Disaster Recovery for Horizon View has always been a hot topic. To this date VMware still doesn’t provide an official methodology to protect virtual desktops. Equally, VMware Site Recovery Manager does not support Linked Clone desktops created by Horizon View Composer. Conversely, Full Clone desktops can be protected using native storage replication or vSphere host-based replication.
Nutanix provides native asynchronous and synchronous VM-Centric replication, automatically registering and powering on desktops with the destination vCenter, making them available for use in the recovery site. When the recovery event is over Nutanix applies all VM block changes back to the primary site and re-initiate the workload. The video below I published a while back and demonstrates the workflow with ‘Full Clone’ desktops.
However, most Horizon View deployments are currently using Linked Clones desktops provisioned with View Composer. Linked Clone desktops can be of non-persistent (aka floating) and persistent types. For the non-persistent type no protection to the virtual machine is required and there are multiple ways to enable protection and replication of user data and profiles. Back in 2010 I wrote an article entitled VMware View Disaster Recovery Scenarios & Options and the options available at the time are still pretty much unchanged.
What many administrators realized is that while using Linked Cloning many desktops cannot be simply dismantled, refreshed or recomposed due to user installed applications, files not saved to correct locations, log retention policies etc. Often times I hear administrators telling me they like the Linked Cloning management capabilities, but in practice desktops cannot be destroyed.
To this date I have not seen a solution that will properly backup and replicate Linked Clone desktops with full understanding of View Composer intricacies, including replica disk paths, vmx and datastore paths, internal and non-attached disks, etc.
I have been working directly with the ingenious Nutanix engineering team and I am happy to announce that your problems are over.
Nutanix 4.1 (GA) has a complete understanding of the Horizon View Composer intricacies and is able to backup/restore and replicate Linked Clone desktops to a recovery site. Additionally, when in recovery mode it is possible to power on those desktops (Nutanix automatically register VMs with vCenter in the recovery site) and make use of them. When the recovery event is over all changes are replicated back to the primary site and life returns to normal.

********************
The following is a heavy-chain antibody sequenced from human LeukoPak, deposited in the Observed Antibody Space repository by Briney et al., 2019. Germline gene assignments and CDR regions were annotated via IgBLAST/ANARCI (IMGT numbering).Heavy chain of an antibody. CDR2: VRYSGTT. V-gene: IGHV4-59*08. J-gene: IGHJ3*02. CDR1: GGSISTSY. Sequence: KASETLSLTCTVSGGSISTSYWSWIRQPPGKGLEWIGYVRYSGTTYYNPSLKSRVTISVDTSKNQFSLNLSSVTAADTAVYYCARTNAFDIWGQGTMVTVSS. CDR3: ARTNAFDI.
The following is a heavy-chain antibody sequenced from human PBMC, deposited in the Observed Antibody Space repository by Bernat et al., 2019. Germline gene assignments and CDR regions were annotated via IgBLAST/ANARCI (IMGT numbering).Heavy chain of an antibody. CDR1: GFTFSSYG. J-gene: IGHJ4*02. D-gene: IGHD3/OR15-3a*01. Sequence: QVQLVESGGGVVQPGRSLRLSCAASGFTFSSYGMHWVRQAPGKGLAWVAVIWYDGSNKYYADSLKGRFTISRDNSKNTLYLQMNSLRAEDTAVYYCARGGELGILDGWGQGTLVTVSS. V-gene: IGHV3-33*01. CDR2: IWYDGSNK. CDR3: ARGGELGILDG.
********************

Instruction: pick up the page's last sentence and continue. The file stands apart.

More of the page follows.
Desktops are not the only resources needed when in recovery mode; you will also need Connection and Security Servers, Active Directory, SQL or Oracle Databases. All components, if not already available in the recovery site, can be replicated and made available for use. Please note, that DNS name resolution and IP translations for Connection and Security Servers must remain the same to allow desktop agents to communicate properly. For this reason it is suggested use of stretch layer 2 technologies.
There are couple guidelines to be observed.
- Limit Linked Clone desktop pools to a maximum of 50 desktops and ensure desktops are member of a unique Nutanix Consistency Group and Protection Domain. Multiple backup and retention schedules may be created. (Nutanix is working to increase the 50 desktops per PD limitation)
- Before executing a ‘planned’ recovery the administrator must disable Horizon View desktop pools to avoid automatic power-on of desktops that may prevent them from being migrated to the recovery site.
- When in recovery mode users can access desktops and the Connection Broker is able to execute power operations. However, in recovery mode no View Composer operations such as Refresh and Recompose can be executed. Once the desktops are migrated back to the primary site all operations are once again available.
- Nutanix will soon release a best practices guide.
Truthfully, it is that simple to provide backup/restore and recovery capabilities to Horizon View Linked Clone or Full Clone desktops with Nutanix.
This article was first published by Andre Leibovici (@andreleibovici) at myvirtualcloud.net